The festival is a co-production between The Queen’s Reading Room and Historic Royal Palaces.
The King has met authors, actors and lovers of literature at a private reception at the inaugural Queen’s Reading Room Literary Festival at Hampton Court Palace.
The event on Sunday featured stars including Gyles Brandreth and Derek Jacobi.
The Queen was delayed due to bad weather but the evening got under way in her absence with readings from Dame Joanna Lumley and Richard E Grant.
Dame Joanna performed The Listeners by Walter de la Mare while Grant read Lewis Carroll’s All In The Golden Afternoon, the preface poem to Alice In Wonderland.
The two then shared a reading of The Lady Of Shalott by Alfred Tennyson before Grant finished with a rendition of William Shakespeare’s Sonnet 18.
Speaking about the importance of reading, Grant said: “Anything that encourages people to read and not just read graphic novels, I think is worthwhile.”
Speaking about his own reading interests, he said Alice In Wonderland “has been my favourite book since I was seven and I’ve read it every year religiously ever since”.
Brandreth said: “It’s wonderful to have the King and a Queen whose passion for the arts is totally authentic.”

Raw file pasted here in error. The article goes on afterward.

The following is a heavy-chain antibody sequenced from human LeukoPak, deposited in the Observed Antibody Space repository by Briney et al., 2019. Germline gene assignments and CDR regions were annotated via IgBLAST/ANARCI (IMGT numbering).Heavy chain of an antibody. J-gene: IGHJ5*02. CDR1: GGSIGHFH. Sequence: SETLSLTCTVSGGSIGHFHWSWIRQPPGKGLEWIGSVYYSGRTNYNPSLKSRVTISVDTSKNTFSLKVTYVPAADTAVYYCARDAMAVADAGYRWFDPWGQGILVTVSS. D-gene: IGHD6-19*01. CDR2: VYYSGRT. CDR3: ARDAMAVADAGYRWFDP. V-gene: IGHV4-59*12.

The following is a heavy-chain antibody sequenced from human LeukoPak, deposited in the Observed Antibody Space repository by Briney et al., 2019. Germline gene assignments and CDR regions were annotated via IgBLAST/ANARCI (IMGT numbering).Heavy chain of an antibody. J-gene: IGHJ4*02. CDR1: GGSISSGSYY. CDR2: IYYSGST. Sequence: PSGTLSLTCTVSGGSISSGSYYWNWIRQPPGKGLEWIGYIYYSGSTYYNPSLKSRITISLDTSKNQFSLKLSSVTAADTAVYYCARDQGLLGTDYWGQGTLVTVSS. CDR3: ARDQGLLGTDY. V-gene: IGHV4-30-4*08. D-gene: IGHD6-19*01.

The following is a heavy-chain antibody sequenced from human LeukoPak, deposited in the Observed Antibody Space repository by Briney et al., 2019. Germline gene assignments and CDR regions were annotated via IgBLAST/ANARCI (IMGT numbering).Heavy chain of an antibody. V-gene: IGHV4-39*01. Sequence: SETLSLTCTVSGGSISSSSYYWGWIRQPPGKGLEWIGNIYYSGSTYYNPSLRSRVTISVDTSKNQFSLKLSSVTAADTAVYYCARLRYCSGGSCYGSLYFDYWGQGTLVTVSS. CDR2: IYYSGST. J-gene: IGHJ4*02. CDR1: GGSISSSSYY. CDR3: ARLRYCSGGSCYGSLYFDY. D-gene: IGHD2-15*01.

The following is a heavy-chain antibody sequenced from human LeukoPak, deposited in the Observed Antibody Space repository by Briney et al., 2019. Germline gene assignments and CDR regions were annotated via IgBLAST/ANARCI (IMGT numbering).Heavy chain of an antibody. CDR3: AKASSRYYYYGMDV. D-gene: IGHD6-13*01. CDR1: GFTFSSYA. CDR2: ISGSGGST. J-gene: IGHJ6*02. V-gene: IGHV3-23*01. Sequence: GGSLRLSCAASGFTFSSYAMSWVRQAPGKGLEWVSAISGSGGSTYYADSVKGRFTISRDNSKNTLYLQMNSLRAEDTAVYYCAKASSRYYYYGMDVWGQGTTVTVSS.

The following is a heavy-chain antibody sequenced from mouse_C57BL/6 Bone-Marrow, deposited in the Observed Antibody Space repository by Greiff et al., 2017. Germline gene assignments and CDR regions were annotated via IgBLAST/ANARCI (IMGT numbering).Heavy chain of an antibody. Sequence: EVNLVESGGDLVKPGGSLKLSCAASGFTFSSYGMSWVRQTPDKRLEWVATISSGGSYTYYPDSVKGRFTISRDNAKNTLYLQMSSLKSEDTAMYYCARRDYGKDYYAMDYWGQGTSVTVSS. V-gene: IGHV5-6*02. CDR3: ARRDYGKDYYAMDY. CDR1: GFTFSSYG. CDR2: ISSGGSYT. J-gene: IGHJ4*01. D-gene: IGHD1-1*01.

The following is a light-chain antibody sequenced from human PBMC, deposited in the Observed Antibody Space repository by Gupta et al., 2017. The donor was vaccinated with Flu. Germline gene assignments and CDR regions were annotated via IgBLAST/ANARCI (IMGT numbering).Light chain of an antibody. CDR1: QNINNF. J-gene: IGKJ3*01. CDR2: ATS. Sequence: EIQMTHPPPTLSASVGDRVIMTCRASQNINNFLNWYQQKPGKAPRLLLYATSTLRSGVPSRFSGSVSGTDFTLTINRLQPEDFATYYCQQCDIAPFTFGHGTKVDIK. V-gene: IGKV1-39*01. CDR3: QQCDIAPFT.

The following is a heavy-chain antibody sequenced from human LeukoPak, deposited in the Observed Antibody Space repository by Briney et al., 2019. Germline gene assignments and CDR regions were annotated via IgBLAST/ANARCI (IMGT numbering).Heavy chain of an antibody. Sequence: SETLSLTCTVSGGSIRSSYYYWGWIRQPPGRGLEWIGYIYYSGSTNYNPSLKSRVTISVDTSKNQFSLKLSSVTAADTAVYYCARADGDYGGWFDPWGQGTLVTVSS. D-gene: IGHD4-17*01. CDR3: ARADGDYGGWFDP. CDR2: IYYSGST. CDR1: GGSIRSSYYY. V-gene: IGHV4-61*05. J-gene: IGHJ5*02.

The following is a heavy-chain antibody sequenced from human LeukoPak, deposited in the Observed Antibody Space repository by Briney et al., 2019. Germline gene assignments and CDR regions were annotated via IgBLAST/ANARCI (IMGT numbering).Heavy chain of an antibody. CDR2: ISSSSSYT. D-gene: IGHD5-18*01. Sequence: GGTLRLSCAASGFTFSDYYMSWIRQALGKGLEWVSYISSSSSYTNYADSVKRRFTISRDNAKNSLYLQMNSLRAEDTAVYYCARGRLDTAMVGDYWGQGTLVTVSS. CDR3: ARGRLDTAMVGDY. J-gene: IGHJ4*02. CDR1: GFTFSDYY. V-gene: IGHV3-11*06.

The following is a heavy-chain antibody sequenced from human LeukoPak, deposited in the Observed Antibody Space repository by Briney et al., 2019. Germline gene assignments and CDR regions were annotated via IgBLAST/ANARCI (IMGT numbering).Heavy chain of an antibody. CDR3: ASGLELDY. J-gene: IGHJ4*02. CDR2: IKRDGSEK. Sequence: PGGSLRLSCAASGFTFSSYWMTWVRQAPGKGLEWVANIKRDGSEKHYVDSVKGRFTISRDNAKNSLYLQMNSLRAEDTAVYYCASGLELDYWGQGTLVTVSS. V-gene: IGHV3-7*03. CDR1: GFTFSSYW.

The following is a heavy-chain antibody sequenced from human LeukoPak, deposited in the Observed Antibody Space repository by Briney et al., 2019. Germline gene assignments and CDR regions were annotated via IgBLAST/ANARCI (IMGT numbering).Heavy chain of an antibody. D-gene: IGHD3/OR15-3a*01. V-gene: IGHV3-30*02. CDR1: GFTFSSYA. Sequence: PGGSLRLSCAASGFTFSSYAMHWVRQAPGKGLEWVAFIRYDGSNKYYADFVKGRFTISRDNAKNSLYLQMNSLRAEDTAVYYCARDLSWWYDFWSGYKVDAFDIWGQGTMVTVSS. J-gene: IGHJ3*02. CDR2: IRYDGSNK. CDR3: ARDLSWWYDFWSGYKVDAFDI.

He revealed he had shared a joke with Charles about his jumper, which bore the insignia of the Tudor Rose.
He said: “I was checking with him whether it was 1603 that Shakespeare came here to perform with the King’s Men. He said ‘if you say it’s 1603 we’ll settle it at that’.”
Speaking of the importance of the occasion, actor and comedian Ben Elton said: “It’s deeply significant that the King and Queen are focusing on literature.
“I can’t think of a better thing to be focusing on than the power of words and the power of language.”
Author Kate Mosse said: “Her Majesty is such a passionate supporter of reading and of women.”
Book lover Camilla launched her Reading Room as an Instagram book club in 2021 to inspire readers during lockdown.
It was relaunched as a charity in February to work on advancing education by promoting the appreciation of literature among adults and children.
The festival is a co-production between The Queen’s Reading Room and Historic Royal Palaces, the independent charity that cares for Hampton Court Palace.
Proceeds will go towards the work of both charities.